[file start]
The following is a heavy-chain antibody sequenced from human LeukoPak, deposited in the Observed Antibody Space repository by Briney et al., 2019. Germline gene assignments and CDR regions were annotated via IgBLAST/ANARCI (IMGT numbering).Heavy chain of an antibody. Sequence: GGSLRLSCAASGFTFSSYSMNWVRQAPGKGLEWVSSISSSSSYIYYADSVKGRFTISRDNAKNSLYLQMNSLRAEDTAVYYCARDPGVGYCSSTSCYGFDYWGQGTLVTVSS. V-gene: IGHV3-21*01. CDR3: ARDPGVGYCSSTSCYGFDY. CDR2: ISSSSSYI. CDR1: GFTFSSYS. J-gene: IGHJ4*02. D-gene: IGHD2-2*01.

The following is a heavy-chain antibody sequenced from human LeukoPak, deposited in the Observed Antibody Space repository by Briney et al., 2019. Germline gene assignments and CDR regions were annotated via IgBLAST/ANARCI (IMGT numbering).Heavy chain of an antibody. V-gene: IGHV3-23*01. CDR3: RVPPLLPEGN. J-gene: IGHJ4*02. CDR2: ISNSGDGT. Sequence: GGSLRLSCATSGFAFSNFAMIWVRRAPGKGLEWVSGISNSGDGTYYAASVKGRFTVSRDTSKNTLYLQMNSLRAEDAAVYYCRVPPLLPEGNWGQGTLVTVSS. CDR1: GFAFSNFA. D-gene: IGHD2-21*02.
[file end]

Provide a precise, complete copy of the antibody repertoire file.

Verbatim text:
The following is a heavy-chain antibody sequenced from human LeukoPak, deposited in the Observed Antibody Space repository by Briney et al., 2019. Germline gene assignments and CDR regions were annotated via IgBLAST/ANARCI (IMGT numbering).Heavy chain of an antibody. Sequence: GGSLRLSCAASGFTFSSYSMNWVRQAPGKGLEWVSSISSSSSYIYYADSVKGRFTISRDNAKNSLYLQMNSLRAEDTAVYYCARDPGVGYCSSTSCYGFDYWGQGTLVTVSS. V-gene: IGHV3-21*01. CDR3: ARDPGVGYCSSTSCYGFDY. CDR2: ISSSSSYI. CDR1: GFTFSSYS. J-gene: IGHJ4*02. D-gene: IGHD2-2*01.

The following is a heavy-chain antibody sequenced from human LeukoPak, deposited in the Observed Antibody Space repository by Briney et al., 2019. Germline gene assignments and CDR regions were annotated via IgBLAST/ANARCI (IMGT numbering).Heavy chain of an antibody. V-gene: IGHV3-23*01. CDR3: RVPPLLPEGN. J-gene: IGHJ4*02. CDR2: ISNSGDGT. Sequence: GGSLRLSCATSGFAFSNFAMIWVRRAPGKGLEWVSGISNSGDGTYYAASVKGRFTVSRDTSKNTLYLQMNSLRAEDAAVYYCRVPPLLPEGNWGQGTLVTVSS. CDR1: GFAFSNFA. D-gene: IGHD2-21*02.